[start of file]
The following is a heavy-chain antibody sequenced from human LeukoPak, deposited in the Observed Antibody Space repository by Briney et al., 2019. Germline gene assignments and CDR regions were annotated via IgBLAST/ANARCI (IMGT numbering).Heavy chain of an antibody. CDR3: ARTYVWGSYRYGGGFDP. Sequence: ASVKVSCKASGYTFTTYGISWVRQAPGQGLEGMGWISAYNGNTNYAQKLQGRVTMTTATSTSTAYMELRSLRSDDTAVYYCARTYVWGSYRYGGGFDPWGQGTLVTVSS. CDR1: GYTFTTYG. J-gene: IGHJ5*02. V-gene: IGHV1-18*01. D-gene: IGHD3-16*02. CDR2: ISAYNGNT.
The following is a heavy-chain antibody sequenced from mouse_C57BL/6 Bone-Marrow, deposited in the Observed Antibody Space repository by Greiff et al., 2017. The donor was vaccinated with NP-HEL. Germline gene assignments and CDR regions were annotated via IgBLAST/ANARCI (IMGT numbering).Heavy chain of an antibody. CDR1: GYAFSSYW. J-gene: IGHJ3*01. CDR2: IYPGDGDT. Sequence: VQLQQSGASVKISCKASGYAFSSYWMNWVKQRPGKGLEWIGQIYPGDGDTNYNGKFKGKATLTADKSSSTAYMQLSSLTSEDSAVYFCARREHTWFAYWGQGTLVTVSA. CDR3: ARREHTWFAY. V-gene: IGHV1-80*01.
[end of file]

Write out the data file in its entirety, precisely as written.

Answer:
The following is a heavy-chain antibody sequenced from human LeukoPak, deposited in the Observed Antibody Space repository by Briney et al., 2019. Germline gene assignments and CDR regions were annotated via IgBLAST/ANARCI (IMGT numbering).Heavy chain of an antibody. CDR3: ARTYVWGSYRYGGGFDP. Sequence: ASVKVSCKASGYTFTTYGISWVRQAPGQGLEGMGWISAYNGNTNYAQKLQGRVTMTTATSTSTAYMELRSLRSDDTAVYYCARTYVWGSYRYGGGFDPWGQGTLVTVSS. CDR1: GYTFTTYG. J-gene: IGHJ5*02. V-gene: IGHV1-18*01. D-gene: IGHD3-16*02. CDR2: ISAYNGNT.
The following is a heavy-chain antibody sequenced from mouse_C57BL/6 Bone-Marrow, deposited in the Observed Antibody Space repository by Greiff et al., 2017. The donor was vaccinated with NP-HEL. Germline gene assignments and CDR regions were annotated via IgBLAST/ANARCI (IMGT numbering).Heavy chain of an antibody. CDR1: GYAFSSYW. J-gene: IGHJ3*01. CDR2: IYPGDGDT. Sequence: VQLQQSGASVKISCKASGYAFSSYWMNWVKQRPGKGLEWIGQIYPGDGDTNYNGKFKGKATLTADKSSSTAYMQLSSLTSEDSAVYFCARREHTWFAYWGQGTLVTVSA. CDR3: ARREHTWFAY. V-gene: IGHV1-80*01.